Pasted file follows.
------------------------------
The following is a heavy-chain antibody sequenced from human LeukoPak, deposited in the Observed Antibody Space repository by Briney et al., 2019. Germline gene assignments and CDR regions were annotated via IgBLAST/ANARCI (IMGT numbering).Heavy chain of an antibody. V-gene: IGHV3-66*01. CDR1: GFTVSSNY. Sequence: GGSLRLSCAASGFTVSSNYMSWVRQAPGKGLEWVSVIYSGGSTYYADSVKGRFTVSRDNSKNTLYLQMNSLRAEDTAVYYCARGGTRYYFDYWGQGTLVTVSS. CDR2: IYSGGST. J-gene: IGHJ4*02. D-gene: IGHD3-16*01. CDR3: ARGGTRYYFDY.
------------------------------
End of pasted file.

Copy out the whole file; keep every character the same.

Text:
The following is a heavy-chain antibody sequenced from human LeukoPak, deposited in the Observed Antibody Space repository by Briney et al., 2019. Germline gene assignments and CDR regions were annotated via IgBLAST/ANARCI (IMGT numbering).Heavy chain of an antibody. V-gene: IGHV3-66*01. CDR1: GFTVSSNY. Sequence: GGSLRLSCAASGFTVSSNYMSWVRQAPGKGLEWVSVIYSGGSTYYADSVKGRFTVSRDNSKNTLYLQMNSLRAEDTAVYYCARGGTRYYFDYWGQGTLVTVSS. CDR2: IYSGGST. J-gene: IGHJ4*02. D-gene: IGHD3-16*01. CDR3: ARGGTRYYFDY.